Curating your social media feed to decrease negativity
K so we all know what a downer social media can be sometimes, and yet it can be an important way to connect with people on the internet. SO here are some tips for curating your social media feed so it’s less likely to be a suckfest that makes you lose faith in humanity.
Knowledge is power: follow people who teach you stuff
Educators, libraries, history buffs, computer programmers, anyone who talks about things you’re interested and/or want to learn more about. Some of my favorites:
@othmeralia – This is the blog of a chemistry museum in Philadelphia. I visited there when I was 18 and loved it and got SO EXCITED when I found them on tumblr a few years later. @fuckyeahhistorycrushes – Awesome historical figures you may have never heard of. Often highlights attractive folks. @thescalex – science dude and writer (also a good friend of mine). He often posts cool science photos and videos. He and I take credit for each other’s usernames. @jstor – yes that place where you hunt down academic sources while writing papers in college. Sounds like they’d be a boring blog to follow? WRONG. This blog is gold. @gladyourenothere – pics of vintage postcards and what people of bygone days wrote on them @yesterdaysprint’s – one of my absolute FAVE blogs, featuring bizarre and hilarious headlines and newspaper clips from the late nineteenth and early twentieth centuries. @smithsonianlibraries – exactly what it sounds like: cool stuff from the Smithsonian’s libraries. Lots of art and books. @beautifulmedievalmanuscripts – also exactly what it sounds like. Loads of pictures of really pretty illuminated manuscripts. @histsciart – very cool historical science art @ahencyclopedia – a history encyclopedia with lots of cool pictures @sineads, @thecostumevaultblog, @historicaldress – all really great historical fashion blogs. @digitalpubliclibraryofamerica – more historical pictures! (I have a type). Could be anything from pictures of historical figures to digitized ephemera from decades past.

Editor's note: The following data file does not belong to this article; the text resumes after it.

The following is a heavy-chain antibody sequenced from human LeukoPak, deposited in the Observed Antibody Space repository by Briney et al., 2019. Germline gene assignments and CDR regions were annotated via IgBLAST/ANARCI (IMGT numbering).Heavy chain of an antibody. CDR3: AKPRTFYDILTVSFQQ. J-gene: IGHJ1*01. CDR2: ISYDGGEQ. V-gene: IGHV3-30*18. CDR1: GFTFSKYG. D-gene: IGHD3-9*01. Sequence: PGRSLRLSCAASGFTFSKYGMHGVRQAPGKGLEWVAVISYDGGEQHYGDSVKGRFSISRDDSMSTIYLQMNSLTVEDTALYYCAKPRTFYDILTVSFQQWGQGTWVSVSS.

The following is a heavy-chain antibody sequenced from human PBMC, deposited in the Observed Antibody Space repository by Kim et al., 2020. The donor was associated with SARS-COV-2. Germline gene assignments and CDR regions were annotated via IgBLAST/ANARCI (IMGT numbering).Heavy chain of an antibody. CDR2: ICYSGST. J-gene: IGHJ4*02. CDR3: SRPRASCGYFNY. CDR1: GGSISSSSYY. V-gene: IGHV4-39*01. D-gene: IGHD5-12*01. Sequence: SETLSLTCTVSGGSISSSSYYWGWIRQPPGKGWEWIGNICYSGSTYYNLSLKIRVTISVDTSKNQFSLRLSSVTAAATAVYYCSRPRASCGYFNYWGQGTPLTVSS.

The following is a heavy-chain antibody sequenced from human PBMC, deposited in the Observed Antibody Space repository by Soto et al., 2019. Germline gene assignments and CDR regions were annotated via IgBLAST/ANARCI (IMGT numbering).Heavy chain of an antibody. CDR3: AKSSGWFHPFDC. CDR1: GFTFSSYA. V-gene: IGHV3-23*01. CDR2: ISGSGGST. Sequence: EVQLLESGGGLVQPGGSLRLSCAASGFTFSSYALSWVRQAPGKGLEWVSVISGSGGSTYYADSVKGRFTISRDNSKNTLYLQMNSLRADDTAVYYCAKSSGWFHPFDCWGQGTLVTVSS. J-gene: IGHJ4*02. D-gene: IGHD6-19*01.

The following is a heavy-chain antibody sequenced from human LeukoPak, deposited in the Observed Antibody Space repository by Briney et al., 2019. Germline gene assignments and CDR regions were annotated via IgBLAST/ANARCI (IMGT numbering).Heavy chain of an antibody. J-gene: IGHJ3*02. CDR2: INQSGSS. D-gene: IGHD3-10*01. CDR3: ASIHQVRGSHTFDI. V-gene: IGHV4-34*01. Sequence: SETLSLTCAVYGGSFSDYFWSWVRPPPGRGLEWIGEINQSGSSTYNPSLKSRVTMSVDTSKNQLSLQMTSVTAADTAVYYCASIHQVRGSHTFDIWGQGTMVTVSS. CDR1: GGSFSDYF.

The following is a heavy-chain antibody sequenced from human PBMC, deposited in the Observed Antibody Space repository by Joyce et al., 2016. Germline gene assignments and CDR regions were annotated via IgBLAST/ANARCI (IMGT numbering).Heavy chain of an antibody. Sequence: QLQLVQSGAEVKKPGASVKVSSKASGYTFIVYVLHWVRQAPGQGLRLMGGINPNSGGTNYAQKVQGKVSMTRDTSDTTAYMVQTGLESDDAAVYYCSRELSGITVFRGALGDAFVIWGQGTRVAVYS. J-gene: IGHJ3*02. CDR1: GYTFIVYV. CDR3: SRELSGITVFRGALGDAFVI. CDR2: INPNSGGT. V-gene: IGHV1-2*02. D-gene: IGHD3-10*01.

Art, cuz pretty
There are LOADS of great artists/art blogs on social media in all of the mediums. Sculptors, potters, painters, photographers, comic/book illustrators, crazy cake decorators, calligraphers, you name it. Not only does following them make your feed a happier place, it can help get the artists more exposure. Some I like:
….and there are a lot more but this section is big enough so I’ll stop here. Point is there are people out there making your favorite kinds of art and they have great Tumblrs.
Because whose social media feed doesn’t need more castles? I recommend:
@castlesandmedievals – cool castles from all around the world @bibliotheca-sanctus – this is actually libraries but libraries that are like in gorgeous palaces and shit (as a librarian I also have a bias towards libraries)
Follow the funnies
Humor is always a good way to brighten the day, or your dash.
@effinbirds – Old-timey illustrations of birds with rude captions @badsciencejokes – all the science puns @outofcontextdnd – really weird things people say while playing RPGs, only without the context of why they were said (not that the context makes some of them any better).
Feed your inner bookworm
Lots of folks have great book-based blogs. Some focus on photography, others on reviews, usually it’s a good mix of both. Some of my faves:
This list is only THE TINIEST SLIVER OF A FRACTION of the cool stuff here on Tumblr (and clearly reflects my bias toward history and art). Reblog and tag the blogs that make your feed better!
Note: while this post gives examples of folks to follow here on Tumblr, the same principles apply for other social media sites. On Facebook I like Great Big Story and Atlas Obscura to get posts about historical + present day cool people and places, and on Twitter I like Maggie Stiefvater (for her wonderful sense of humor) and the Library/Librarian of Congress (for all their cool information about all sorts of stuff). Lemme know if I should do a post about cool folks to follow on those platforms too.